The German Government, urged by the exiled Hitler, holds top secret discussions with the British Government.  Chamberlain is reluctant, but finally agrees to dispatch four British Army divisions to the front.  There is some confusion over just who is actually in command as many of the senior British officers recall fighting the Germans in the last war.  They come up with a fig leaf of being under Polish command, although the British have a great deal of independence – flexibility.  The BEF – under the command of Wavell – holds its own fairly well against the early Russian advances, but British doctrine is far from perfect. 


Stalin rolls the dice again.  The British bombing raids from the south have been far more of a headache than they should.  The Red Army has a sizeable force in the region, which is pointed down into Iran – officially, a British ally.  The Soviet advance is aided by Iranian Communists who rise up and cause confusion, distracting the Shah’s government – and its German advisers – long enough to allow the Russians to outrun their logistics and get stuck.  The Iranian Army fights with great bravery, but is unable to slow the Russians down.  The RAF turns its attention to bombing the advancing force, yet they are far less successful at hitting moving targets than oil facilities.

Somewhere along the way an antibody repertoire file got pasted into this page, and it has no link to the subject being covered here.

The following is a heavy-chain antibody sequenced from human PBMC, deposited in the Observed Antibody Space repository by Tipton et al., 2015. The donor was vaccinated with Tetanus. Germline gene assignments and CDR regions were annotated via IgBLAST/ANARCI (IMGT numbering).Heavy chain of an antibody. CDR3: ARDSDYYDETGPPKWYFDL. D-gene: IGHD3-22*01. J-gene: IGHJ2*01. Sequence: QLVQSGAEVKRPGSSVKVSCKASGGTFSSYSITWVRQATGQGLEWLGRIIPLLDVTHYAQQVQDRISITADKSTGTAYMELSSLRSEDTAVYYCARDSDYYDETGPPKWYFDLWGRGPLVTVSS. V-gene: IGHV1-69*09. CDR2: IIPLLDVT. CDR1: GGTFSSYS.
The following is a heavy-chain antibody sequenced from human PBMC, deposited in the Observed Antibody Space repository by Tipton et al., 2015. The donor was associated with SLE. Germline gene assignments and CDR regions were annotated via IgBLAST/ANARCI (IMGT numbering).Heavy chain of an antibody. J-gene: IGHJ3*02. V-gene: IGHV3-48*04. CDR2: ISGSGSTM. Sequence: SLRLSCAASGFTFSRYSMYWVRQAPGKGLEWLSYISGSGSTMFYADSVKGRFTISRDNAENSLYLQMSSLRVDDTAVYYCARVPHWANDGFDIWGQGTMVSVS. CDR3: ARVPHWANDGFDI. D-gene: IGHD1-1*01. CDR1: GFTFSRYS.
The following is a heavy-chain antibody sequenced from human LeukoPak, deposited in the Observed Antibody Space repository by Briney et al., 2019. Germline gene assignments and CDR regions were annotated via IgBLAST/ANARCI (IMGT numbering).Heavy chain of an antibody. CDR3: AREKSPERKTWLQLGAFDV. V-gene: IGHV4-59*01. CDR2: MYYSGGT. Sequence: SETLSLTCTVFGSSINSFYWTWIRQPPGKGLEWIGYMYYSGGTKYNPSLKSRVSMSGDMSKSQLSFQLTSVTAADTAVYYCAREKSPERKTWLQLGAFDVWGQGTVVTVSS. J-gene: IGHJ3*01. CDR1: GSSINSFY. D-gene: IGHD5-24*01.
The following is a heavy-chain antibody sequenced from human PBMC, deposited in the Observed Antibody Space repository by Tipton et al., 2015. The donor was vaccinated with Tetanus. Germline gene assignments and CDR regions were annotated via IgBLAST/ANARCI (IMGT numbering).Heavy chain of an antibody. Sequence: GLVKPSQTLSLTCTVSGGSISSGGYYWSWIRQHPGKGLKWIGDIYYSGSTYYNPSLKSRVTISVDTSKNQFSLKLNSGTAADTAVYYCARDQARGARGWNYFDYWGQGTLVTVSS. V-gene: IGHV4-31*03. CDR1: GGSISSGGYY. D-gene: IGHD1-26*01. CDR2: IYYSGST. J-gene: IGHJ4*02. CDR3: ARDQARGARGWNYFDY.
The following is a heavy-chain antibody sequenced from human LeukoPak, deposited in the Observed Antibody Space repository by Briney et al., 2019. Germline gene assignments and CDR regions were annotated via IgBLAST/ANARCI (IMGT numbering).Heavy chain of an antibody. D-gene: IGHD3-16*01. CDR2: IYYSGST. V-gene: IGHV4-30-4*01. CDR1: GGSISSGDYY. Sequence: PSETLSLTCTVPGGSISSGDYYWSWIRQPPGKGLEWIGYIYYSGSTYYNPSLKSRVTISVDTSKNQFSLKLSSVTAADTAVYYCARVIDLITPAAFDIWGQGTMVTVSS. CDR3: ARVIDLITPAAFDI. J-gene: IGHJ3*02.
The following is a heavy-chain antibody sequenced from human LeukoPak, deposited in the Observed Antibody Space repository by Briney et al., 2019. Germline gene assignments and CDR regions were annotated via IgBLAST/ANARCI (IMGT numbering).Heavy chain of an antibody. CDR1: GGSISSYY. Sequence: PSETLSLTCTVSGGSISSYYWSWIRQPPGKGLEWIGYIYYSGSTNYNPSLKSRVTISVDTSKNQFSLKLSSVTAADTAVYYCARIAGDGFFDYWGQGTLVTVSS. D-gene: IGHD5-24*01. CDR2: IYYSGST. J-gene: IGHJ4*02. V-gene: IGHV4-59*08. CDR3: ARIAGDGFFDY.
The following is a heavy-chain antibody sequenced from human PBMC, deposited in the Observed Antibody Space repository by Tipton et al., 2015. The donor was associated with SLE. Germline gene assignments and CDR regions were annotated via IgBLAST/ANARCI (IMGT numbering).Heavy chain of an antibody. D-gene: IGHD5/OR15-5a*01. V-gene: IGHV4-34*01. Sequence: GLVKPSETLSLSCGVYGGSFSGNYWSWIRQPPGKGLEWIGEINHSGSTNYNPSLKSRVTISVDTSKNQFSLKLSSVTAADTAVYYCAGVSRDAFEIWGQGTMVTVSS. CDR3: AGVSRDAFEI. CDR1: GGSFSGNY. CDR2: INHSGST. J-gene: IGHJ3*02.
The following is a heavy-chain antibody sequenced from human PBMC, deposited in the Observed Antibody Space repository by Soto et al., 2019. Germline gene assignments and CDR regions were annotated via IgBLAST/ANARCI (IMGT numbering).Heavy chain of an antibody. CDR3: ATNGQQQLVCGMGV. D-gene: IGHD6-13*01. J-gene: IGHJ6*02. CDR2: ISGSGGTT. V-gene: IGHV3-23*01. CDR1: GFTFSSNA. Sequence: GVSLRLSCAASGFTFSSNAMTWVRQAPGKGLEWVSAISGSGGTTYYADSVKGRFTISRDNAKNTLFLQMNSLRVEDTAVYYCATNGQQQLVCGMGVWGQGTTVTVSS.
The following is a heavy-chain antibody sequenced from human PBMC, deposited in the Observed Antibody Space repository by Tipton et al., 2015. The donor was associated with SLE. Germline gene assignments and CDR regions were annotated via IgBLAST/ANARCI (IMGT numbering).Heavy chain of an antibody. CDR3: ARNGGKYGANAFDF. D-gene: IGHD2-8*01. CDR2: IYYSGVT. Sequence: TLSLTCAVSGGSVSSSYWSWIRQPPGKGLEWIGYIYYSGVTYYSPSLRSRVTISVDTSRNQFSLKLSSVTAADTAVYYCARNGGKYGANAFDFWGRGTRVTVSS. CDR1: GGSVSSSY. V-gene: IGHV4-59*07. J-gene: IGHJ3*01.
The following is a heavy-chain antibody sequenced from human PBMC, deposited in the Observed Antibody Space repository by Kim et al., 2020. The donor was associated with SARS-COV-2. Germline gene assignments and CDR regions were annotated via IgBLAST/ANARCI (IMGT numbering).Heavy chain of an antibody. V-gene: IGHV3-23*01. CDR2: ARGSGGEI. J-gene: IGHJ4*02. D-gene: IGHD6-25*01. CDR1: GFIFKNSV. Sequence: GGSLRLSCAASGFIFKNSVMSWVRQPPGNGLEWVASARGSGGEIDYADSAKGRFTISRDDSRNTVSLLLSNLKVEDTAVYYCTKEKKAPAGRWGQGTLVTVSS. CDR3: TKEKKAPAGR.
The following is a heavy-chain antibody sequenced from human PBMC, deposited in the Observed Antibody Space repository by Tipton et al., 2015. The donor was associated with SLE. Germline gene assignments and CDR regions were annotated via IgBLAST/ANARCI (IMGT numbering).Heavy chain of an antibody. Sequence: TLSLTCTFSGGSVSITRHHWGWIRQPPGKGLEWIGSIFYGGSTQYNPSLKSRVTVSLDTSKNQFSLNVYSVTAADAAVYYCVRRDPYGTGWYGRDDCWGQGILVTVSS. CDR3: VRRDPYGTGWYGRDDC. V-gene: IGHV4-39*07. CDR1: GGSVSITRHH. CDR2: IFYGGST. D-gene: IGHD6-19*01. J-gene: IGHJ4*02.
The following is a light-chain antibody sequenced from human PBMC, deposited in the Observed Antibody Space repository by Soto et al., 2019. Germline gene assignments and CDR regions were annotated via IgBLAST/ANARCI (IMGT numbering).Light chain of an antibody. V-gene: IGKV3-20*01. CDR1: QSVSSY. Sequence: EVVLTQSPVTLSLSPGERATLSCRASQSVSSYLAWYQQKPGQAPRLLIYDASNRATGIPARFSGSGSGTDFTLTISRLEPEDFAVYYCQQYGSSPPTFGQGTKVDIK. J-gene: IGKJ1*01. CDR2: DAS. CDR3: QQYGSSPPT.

Chamberlain finds himself caught in a political trap.  At Churchill’s urging, men and material are being stockpiled for an attack on Sevastopol.  Those men could be moved into Iraq and used to stem the Russian advance – if the attack can be stemmed.  If the British lose their hold on the Middle East, however, Stalin will be able to hit them with a massive oil shortage.  On the other hand, sending them to the Middle East means that the BEF won’t have any additional reserves to call upon, should they be needed.  The Russians can afford to fight on two fronts simultaneously.  The British cannot.